The Cabinet Office has issued a revised set of Consultation Principles that are intended to act as guidance for Government departments on carrying out consultations.
They are an updated version of the Principles published in 2012 (updated November 2013) which in turn replaced the 2008 Code of Consultation and have been amended in line with feedback received from the Secondary Legislation Scrutiny Committee.
Some points to note about the 2016 Principles include:
- Purpose of consultation – the Principles encourage departments to ask departmental lawyers whether there is a ‘legal duty to consult’ and not to consult ‘for the sake of it’.
- Length of consultations – the 2012 Principles suggested that shorter consultations than the previously accepted standard of 12 weeks should be considered by departments if appropriate, with a minimum length of two weeks suggested. However, following criticism from the Scrutiny Committee (and others) that a two-week consultation would be 'unworkable', the new principles have done away with a suggested duration altogether and now recommend that departments consult for a 'proportionate amount of time' taking into account legal advice and the nature and impact of the proposal.
- Response to consultation – the Government has taken into account the committee’s suggestion that the Principles should make it explicit that departments should always publish a timely government response to a consultation by suggesting that a response should be published within 12 weeks.
- Digital tools – the 2012 Principles recommended that departments use digital methods of consultation by default but have scaled back on this in the new principles by recommending that departments consider whether new digital tools are appropriate, as well as ‘open, collaborative approaches’.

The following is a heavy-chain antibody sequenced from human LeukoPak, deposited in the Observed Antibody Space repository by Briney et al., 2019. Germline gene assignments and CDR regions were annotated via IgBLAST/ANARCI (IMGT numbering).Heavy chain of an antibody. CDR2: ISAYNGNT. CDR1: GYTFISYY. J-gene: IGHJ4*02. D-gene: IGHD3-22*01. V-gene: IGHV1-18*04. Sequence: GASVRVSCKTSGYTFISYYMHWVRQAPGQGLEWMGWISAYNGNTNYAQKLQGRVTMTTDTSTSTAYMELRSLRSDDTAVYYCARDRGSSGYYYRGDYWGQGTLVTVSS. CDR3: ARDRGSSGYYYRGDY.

The Principles set the expectations of how others, particularly the public, believe consultation should be conducted.
One simple, but key, point is therefore the very first Principle which says ‘Use plain English and avoid acronyms’!
Organisations will also be expected to follow similar principles, so whilst the guidelines are primarily focused on government departments, they can be applied to other bodies and organisations too.
The Principles are the starting point for consultations so NHS bodies' and local authorities' consultation procedures should reflect these latest guidelines.
With so many consultations happening at any one time, it’s important that there should be some clear principles and best practice guidelines behind them. This update is therefore a welcome step in providing a useful and practical checklist for departments and organisations planning to consult.
The full set of principles can be found on the Cabinet Office web page.